One of the 3’UTR polymorphisms is the presence (insertion - Ins) or absence (deletion - Del) of a 14-base pair (14 bp) fragment, in which the Del-Del genotype has been associated with high expression of HLA-G mRNA [2224], whereas the Ins-Ins genotype has been associated with lower mRNA production [23,24]. Although the 14-bp Ins/Del polymorphism has been associated with the magnitude of HLA-G production [22] and modulation of HLA-G mRNA stability [25], the implicated mechanisms have not been elucidated. On the other hand, a fraction of HLA-G mRNA transcripts presenting the 14-base insertion can be further processed (alternatively spliced) by the removal of 92 bases from the mature HLA-G mRNA [22], yielding smaller HLA-G transcripts, reported to be more stable than the complete mRNA forms [25].

Single-nucleotide polymorphisms (SNPs) have also been detected at the HLA-G 3’UTR, apparently influencing affinity for several microRNAs and also mRNA stability. Particularly, the +3142 G/C and +3187 A/G polymorphic sites have been associated with mRNA degradation and mRNA stability, respectively [2628]. The presence of a Guanine at the +3142 position was explored by Tan et al. [28] as a susceptibility marker for bronchial asthma, which may influence HLA-G expression by increasing the affinity of this region for the miR-148a, miR-148b and miR-152 microRNAs, decreasing mRNA availability by mRNA degradation and translation suppression [29]. The binding ability of these microRNAs may be potentially influenced by other polymorphic sites present at the HLA-G 3’UTR, emphasizing the role of the 14-bp fragment, and SNPs at the +3003, +3010, +3027 and +3035 positions, encompassing a region of 32 nucleotides [26]. The +3187 A/G polymorphism is close to (4-bp upstream) an AU-rich motif and has been associated with decreased in vitro mRNA stability, so that the presence of the +3187A allele may lead to decreased HLA-G expression [15]. Recent studies have reported that the presence of the +3187 A allele is associated with preeclampsia in a Canadian population [15] and with systemic lupus erythematosus in Northeastern Brazilian patients [30].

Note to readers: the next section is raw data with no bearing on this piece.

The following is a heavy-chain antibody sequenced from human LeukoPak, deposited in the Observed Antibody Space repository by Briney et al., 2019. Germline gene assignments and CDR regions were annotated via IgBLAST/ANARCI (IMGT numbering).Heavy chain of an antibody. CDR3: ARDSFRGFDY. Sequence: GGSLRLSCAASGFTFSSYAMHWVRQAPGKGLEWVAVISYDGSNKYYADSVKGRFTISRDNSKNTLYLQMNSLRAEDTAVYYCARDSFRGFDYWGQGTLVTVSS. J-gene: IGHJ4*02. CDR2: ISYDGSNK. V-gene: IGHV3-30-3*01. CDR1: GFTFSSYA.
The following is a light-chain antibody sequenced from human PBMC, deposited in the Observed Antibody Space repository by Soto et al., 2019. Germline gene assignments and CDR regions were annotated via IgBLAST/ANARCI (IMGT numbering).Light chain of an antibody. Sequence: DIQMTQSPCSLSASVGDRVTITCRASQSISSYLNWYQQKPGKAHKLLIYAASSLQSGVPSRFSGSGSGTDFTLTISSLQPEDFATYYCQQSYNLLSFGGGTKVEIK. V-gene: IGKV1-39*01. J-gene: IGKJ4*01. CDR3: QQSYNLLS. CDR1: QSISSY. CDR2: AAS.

The three above-mentioned polymorphic sites associated with HLA-G production might also be associated with each other, indicating that their influence may not be mutually exclusive. It is noteworthy that the 14-bp Ins is usually accompanied by the +3142G and +3187A alleles, both previously associated with low mRNA availability, suggesting that lower mRNA production may also be a consequence of the presence of these polymorphic sites in association with the 14-bp fragment [31].

Although several studies have demonstrated the importance of 3’UTR in the HLA-G expression profile, the associations between HLA-G polymorphic sites with soluble HLA-G concentration have primarily focused on the 14 bp Ins/Del polymorphic site or on a few polymorphic sites in small cohorts [32]. To provide novel and further data on the impact of the most frequent variation sites described at the HLA-G 3’UTR on the plasma soluble HLA-G (sHLA-G) levels we typed the complete HLA-G 3’UTR, defining alleles, genotypes, haplotypes and diplotypes in two distinct Brazilian and French populations. Considering that the differential expression of sHLA-G has been primarily associated with the outcome of allotransplanted organs [33], the identification of individuals genetically committed to produce higher or lower HLA-G levels is quite justifiable and clinically relevant.

Methods

Subjects

We evaluated 153 (98 male) Brazilian blood samples obtained from healthy blood donors (mean age = 33.65 SD ±12.01), collected at the University Hospital of the School of Medicine of Ribeirão Preto, University of São Paulo, and 187 (105 male) French blood samples from healthy blood donors (mean age 40.97 ± SD 11.66), collected at the French Establishment of blood collection (EFS) of the Saint-Louis Hospital in Paris. The protocol of the study was approved by Comité de Ética do Hospital das Clínicas da Faculdade de Medicina de Ribeirao Preto da Universidade de Sao Paulo(Protocol # 7075/2010), and all participants gave written informed consent before blood withdrawal

HLA-G 3’ UTR typing